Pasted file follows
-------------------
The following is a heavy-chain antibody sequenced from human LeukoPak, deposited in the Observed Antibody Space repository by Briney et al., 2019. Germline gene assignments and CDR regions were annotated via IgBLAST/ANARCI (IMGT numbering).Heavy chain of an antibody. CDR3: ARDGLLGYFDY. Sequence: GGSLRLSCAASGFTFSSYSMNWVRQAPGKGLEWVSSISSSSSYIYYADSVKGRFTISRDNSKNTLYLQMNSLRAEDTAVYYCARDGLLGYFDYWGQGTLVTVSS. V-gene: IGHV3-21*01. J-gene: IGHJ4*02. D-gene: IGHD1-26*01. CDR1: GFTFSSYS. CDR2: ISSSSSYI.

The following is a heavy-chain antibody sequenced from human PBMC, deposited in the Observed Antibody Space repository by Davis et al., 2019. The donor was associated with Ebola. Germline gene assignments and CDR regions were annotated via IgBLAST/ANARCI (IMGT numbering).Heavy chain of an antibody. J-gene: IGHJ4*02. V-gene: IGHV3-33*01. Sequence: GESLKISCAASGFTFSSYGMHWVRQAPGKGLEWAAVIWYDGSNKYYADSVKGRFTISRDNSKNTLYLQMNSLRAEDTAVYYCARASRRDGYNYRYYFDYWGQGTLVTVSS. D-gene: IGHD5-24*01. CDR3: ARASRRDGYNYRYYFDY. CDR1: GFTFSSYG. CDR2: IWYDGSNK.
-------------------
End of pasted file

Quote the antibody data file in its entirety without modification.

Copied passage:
The following is a heavy-chain antibody sequenced from human LeukoPak, deposited in the Observed Antibody Space repository by Briney et al., 2019. Germline gene assignments and CDR regions were annotated via IgBLAST/ANARCI (IMGT numbering).Heavy chain of an antibody. CDR3: ARDGLLGYFDY. Sequence: GGSLRLSCAASGFTFSSYSMNWVRQAPGKGLEWVSSISSSSSYIYYADSVKGRFTISRDNSKNTLYLQMNSLRAEDTAVYYCARDGLLGYFDYWGQGTLVTVSS. V-gene: IGHV3-21*01. J-gene: IGHJ4*02. D-gene: IGHD1-26*01. CDR1: GFTFSSYS. CDR2: ISSSSSYI.

The following is a heavy-chain antibody sequenced from human PBMC, deposited in the Observed Antibody Space repository by Davis et al., 2019. The donor was associated with Ebola. Germline gene assignments and CDR regions were annotated via IgBLAST/ANARCI (IMGT numbering).Heavy chain of an antibody. J-gene: IGHJ4*02. V-gene: IGHV3-33*01. Sequence: GESLKISCAASGFTFSSYGMHWVRQAPGKGLEWAAVIWYDGSNKYYADSVKGRFTISRDNSKNTLYLQMNSLRAEDTAVYYCARASRRDGYNYRYYFDYWGQGTLVTVSS. D-gene: IGHD5-24*01. CDR3: ARASRRDGYNYRYYFDY. CDR1: GFTFSSYG. CDR2: IWYDGSNK.